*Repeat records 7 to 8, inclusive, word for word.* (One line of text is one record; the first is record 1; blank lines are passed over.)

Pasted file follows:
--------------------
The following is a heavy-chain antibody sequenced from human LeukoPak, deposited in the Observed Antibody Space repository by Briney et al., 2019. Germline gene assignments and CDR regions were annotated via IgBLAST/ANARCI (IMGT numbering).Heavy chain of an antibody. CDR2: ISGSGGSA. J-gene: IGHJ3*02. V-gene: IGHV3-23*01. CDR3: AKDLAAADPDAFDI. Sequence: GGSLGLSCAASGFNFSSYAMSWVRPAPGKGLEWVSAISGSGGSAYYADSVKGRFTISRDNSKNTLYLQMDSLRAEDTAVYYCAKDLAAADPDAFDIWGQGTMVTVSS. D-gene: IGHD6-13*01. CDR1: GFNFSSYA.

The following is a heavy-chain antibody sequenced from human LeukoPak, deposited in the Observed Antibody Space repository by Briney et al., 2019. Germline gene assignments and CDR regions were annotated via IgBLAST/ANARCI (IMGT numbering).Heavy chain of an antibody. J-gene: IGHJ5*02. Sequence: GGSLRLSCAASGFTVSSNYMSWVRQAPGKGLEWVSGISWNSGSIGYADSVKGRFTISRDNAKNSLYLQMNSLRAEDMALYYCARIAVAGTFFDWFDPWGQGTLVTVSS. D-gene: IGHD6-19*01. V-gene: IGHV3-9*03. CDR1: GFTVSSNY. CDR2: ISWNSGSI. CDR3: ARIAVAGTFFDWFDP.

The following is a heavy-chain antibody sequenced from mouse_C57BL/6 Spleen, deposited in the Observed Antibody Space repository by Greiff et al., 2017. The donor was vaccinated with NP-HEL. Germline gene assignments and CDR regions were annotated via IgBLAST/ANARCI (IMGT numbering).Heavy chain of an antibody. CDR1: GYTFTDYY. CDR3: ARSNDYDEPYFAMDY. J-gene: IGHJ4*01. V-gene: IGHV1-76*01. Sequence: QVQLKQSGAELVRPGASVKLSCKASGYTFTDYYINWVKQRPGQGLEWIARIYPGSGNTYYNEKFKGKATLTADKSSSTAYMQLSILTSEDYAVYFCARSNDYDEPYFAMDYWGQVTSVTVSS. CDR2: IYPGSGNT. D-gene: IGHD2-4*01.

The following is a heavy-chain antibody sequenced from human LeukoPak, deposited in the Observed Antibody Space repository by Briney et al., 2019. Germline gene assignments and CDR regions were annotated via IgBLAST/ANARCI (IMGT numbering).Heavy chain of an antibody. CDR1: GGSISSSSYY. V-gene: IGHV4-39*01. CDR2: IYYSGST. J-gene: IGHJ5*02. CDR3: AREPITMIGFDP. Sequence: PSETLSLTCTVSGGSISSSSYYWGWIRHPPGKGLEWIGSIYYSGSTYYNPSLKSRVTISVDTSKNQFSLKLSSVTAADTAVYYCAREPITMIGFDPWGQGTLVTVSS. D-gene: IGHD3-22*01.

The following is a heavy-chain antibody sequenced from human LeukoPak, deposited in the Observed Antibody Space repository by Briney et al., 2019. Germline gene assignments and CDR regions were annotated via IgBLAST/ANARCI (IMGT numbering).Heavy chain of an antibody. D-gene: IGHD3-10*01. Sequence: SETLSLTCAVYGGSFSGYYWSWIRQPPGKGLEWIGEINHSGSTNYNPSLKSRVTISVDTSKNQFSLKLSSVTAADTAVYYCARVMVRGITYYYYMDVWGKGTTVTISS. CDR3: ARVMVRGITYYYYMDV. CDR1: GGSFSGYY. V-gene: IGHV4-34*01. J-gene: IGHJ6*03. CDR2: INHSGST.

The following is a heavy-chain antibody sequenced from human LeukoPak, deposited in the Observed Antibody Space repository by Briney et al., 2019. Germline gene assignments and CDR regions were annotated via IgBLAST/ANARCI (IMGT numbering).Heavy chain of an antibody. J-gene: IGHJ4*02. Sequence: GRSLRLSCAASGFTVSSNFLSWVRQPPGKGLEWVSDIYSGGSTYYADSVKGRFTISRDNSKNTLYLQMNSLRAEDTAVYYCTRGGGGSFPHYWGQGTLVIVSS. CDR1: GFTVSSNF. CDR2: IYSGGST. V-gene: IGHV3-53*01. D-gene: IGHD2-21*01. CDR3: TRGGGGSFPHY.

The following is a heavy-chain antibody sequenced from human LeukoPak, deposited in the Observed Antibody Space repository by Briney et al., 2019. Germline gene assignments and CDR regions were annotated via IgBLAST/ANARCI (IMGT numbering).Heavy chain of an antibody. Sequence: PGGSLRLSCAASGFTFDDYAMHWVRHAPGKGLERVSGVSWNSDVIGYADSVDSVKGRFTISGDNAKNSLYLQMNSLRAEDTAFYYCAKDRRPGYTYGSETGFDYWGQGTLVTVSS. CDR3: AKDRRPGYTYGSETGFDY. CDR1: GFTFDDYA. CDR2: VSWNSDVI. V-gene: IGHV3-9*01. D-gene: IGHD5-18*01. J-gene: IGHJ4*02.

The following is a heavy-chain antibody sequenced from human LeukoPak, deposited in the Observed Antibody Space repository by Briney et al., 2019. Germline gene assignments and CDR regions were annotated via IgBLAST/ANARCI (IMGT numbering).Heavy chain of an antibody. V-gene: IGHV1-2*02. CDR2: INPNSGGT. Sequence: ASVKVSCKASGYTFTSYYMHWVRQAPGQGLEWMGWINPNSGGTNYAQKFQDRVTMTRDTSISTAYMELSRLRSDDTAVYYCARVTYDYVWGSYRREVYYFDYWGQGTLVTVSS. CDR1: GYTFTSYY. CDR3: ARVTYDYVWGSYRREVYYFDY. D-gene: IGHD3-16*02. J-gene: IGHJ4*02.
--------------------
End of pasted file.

The following is a heavy-chain antibody sequenced from human LeukoPak, deposited in the Observed Antibody Space repository by Briney et al., 2019. Germline gene assignments and CDR regions were annotated via IgBLAST/ANARCI (IMGT numbering).Heavy chain of an antibody. Sequence: PGGSLRLSCAASGFTFDDYAMHWVRHAPGKGLERVSGVSWNSDVIGYADSVDSVKGRFTISGDNAKNSLYLQMNSLRAEDTAFYYCAKDRRPGYTYGSETGFDYWGQGTLVTVSS. CDR3: AKDRRPGYTYGSETGFDY. CDR1: GFTFDDYA. CDR2: VSWNSDVI. V-gene: IGHV3-9*01. D-gene: IGHD5-18*01. J-gene: IGHJ4*02.

The following is a heavy-chain antibody sequenced from human LeukoPak, deposited in the Observed Antibody Space repository by Briney et al., 2019. Germline gene assignments and CDR regions were annotated via IgBLAST/ANARCI (IMGT numbering).Heavy chain of an antibody. V-gene: IGHV1-2*02. CDR2: INPNSGGT. Sequence: ASVKVSCKASGYTFTSYYMHWVRQAPGQGLEWMGWINPNSGGTNYAQKFQDRVTMTRDTSISTAYMELSRLRSDDTAVYYCARVTYDYVWGSYRREVYYFDYWGQGTLVTVSS. CDR1: GYTFTSYY. CDR3: ARVTYDYVWGSYRREVYYFDY. D-gene: IGHD3-16*02. J-gene: IGHJ4*02.